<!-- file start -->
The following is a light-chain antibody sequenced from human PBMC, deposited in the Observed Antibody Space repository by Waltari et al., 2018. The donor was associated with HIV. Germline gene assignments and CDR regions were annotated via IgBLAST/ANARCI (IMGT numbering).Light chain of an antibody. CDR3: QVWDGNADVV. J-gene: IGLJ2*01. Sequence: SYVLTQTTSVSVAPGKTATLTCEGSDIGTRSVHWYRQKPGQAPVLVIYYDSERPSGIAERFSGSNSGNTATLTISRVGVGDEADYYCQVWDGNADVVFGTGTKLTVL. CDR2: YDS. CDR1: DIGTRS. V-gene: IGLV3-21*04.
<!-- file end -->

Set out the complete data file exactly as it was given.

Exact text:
The following is a light-chain antibody sequenced from human PBMC, deposited in the Observed Antibody Space repository by Waltari et al., 2018. The donor was associated with HIV. Germline gene assignments and CDR regions were annotated via IgBLAST/ANARCI (IMGT numbering).Light chain of an antibody. CDR3: QVWDGNADVV. J-gene: IGLJ2*01. Sequence: SYVLTQTTSVSVAPGKTATLTCEGSDIGTRSVHWYRQKPGQAPVLVIYYDSERPSGIAERFSGSNSGNTATLTISRVGVGDEADYYCQVWDGNADVVFGTGTKLTVL. CDR2: YDS. CDR1: DIGTRS. V-gene: IGLV3-21*04.